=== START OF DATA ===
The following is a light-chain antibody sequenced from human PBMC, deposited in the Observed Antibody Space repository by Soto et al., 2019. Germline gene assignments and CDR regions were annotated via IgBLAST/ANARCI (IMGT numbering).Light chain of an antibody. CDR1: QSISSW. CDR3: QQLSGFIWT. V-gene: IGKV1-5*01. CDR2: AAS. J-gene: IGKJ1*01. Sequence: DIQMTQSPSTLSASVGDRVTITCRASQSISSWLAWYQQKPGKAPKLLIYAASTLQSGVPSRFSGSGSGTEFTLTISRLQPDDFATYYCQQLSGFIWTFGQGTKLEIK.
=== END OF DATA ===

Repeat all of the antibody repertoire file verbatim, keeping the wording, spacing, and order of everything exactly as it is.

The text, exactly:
The following is a light-chain antibody sequenced from human PBMC, deposited in the Observed Antibody Space repository by Soto et al., 2019. Germline gene assignments and CDR regions were annotated via IgBLAST/ANARCI (IMGT numbering).Light chain of an antibody. CDR1: QSISSW. CDR3: QQLSGFIWT. V-gene: IGKV1-5*01. CDR2: AAS. J-gene: IGKJ1*01. Sequence: DIQMTQSPSTLSASVGDRVTITCRASQSISSWLAWYQQKPGKAPKLLIYAASTLQSGVPSRFSGSGSGTEFTLTISRLQPDDFATYYCQQLSGFIWTFGQGTKLEIK.